Nausea and vomiting are both common symptoms of migraine. In fact, between 50% to 60% of migraine sufferers vomit during an attack, and between 60% and 95% of migraine sufferers experience nausea. Although this statistic does vary depending on which study you read, it is certainly generally accepted that nausea and vomiting are common migraine symptoms, and a symptom which you are more likely to suffer from if you also experience motion sickness.
Motion sickness happens when messages from the inner ear and from the eyes are in conflict with one another. If the inner ear detects one degree of motion, and the eyes detect an even slightly different degree of motion, then motion sickness can occur. Often this happens when travelling on a boat, in a car, or while in other forms of transport. However, it can also occur when there is motion in your visual surroundings while you’re stood still.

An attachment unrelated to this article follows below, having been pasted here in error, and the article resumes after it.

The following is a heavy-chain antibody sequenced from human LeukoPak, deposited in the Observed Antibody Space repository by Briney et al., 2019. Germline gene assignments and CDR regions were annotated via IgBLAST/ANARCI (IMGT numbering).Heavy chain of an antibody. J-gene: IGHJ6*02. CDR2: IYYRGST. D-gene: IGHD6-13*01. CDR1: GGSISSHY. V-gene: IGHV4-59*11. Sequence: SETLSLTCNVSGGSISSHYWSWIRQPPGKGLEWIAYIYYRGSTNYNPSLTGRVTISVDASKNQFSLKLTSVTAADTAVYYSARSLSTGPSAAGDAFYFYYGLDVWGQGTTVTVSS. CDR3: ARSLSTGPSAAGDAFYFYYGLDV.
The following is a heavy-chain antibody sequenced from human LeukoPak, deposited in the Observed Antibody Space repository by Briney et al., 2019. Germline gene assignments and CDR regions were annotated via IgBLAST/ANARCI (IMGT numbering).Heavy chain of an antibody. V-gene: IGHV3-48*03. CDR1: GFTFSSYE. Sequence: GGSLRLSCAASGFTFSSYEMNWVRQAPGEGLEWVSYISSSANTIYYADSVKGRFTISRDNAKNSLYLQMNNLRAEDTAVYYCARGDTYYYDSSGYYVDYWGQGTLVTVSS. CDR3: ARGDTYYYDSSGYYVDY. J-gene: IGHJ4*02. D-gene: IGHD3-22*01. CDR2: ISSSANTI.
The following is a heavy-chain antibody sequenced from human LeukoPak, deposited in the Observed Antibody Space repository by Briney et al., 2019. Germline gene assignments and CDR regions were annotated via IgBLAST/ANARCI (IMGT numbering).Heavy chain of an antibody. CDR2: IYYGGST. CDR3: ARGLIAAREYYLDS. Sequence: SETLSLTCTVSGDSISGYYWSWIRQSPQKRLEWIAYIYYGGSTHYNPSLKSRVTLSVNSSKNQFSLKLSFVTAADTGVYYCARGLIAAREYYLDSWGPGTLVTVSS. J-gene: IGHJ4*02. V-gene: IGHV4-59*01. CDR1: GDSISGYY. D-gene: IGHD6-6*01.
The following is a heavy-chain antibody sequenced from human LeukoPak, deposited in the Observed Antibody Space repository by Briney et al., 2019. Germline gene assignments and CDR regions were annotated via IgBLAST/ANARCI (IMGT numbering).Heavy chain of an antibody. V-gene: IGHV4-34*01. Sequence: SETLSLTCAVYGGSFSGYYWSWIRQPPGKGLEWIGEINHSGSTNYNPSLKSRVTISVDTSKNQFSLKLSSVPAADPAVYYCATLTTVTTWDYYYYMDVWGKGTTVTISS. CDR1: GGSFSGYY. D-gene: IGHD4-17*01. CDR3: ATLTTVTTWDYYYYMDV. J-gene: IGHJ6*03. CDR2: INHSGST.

Scientists aren’t clear exactly why there is a link between suffering from migraines and from motion sickness, but there is a theory.
Many drugs which are used to treat motion sickness work by increasing levels of the hormone serotonin in the brain. Research has also suggested that having low levels of serotonin may make you more likely to suffer from migraines. Perhaps this low level of serotonin is one reason why migraine sufferers often suffer with nausea.
If you find that you suffer from motion sickness, from migraines, and also from nausea during migraine attacks, then that combination will make a difference to what kind of medication you might want to take in order to treat the nausea. Motion sickness medications are generally more effective for treating migraine nausea than over-the-counter treatments which are used for gastrointestinal issues.